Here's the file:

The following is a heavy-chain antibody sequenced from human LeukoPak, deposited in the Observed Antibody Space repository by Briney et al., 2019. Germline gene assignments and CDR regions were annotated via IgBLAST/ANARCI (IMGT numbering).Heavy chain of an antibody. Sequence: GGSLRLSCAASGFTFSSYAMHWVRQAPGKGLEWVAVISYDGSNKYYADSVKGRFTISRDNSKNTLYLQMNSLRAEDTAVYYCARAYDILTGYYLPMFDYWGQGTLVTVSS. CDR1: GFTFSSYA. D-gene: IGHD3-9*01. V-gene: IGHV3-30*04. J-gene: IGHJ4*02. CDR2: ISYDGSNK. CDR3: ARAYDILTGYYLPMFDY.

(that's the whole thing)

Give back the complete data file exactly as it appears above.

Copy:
The following is a heavy-chain antibody sequenced from human LeukoPak, deposited in the Observed Antibody Space repository by Briney et al., 2019. Germline gene assignments and CDR regions were annotated via IgBLAST/ANARCI (IMGT numbering).Heavy chain of an antibody. Sequence: GGSLRLSCAASGFTFSSYAMHWVRQAPGKGLEWVAVISYDGSNKYYADSVKGRFTISRDNSKNTLYLQMNSLRAEDTAVYYCARAYDILTGYYLPMFDYWGQGTLVTVSS. CDR1: GFTFSSYA. D-gene: IGHD3-9*01. V-gene: IGHV3-30*04. J-gene: IGHJ4*02. CDR2: ISYDGSNK. CDR3: ARAYDILTGYYLPMFDY.